that the poor sap had forfeited the confidence of the armed forces. The President, Powell
calmly said, might want to consider replacing him. No sooner suggested than done. This
would qualify as gross insubordination in any self-respecting democracy (Powell should not
have been asked; neither should he have told), but remember who the President was. It was
a little afterward that Clinton decided to ignore all reports of what was impending in Rwanda
and to employ the US veto at the UN to forestall any pre-emptive action. This, too, was done
to gratify the reactionary and military noninterventionists. (The disgrace was compounded by
Clinton's diplomatic support for the later French intervention, on the side of their client
Now we enter upon a moment when a
gigantic decision has to be made about the
building of a suicidally dangerous and stupid "National Missile Defense" system. And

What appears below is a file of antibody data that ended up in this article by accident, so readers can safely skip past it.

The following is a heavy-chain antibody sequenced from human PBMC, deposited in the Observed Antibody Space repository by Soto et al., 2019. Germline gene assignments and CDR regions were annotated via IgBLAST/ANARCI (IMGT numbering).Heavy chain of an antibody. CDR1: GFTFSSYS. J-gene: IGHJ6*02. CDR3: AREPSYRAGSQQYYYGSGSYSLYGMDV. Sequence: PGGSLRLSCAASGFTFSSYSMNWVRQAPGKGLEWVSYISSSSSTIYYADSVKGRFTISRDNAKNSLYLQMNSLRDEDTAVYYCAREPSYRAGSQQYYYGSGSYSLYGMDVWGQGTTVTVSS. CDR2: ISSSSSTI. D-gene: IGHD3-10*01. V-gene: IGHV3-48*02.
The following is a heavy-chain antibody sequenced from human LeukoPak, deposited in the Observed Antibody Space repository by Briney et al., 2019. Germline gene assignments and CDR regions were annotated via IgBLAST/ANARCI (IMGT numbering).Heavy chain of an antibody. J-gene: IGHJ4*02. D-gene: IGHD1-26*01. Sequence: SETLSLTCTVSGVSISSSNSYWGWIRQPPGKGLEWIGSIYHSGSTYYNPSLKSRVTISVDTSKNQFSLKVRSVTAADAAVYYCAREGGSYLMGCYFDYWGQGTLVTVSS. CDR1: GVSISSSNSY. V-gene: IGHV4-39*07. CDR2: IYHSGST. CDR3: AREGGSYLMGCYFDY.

the State Department, which has the job of overseeing the numerous arms-control
treaties to which the United States is a signatory, has been annexed by a former professional
military man with a long record of shady politicization of the armed forces and their role. The
selling of Star Wars will be a great deal easier with such a man at Foggy Bottom and with
the press and Congress already predisposed to eat out of his "inclusive" palm and lick his
highly polished "inclusive" boots. This is actually the continuation of Clintonism by other
means, a banana republic garnished with identity politics. (If Toni Morrison and Arthur Miller
could be induced to fawn and coo about "our first black President," what can they say about
our first black Caesar?)
This is the last column of mine that
will appear in the Clinton era. Eight years ago, I
concluded that the man was a pathological liar, filthy about women, corrupt about money,
desperate to please authority, a serf alike to powerful interests and to opinion polls. His
legacy is "managed competition," "don't ask, don't tell" and "faith-based" care for the losers.
He didn't mean it about the era of big government being "over," as Powell and others are
about to demonstrate, using his same selective principles. It's been a nasty interlude between
the Bushes. The incurables among you can now set to work, to make Bush seem a dismal
interlude between two wonderful Clintons.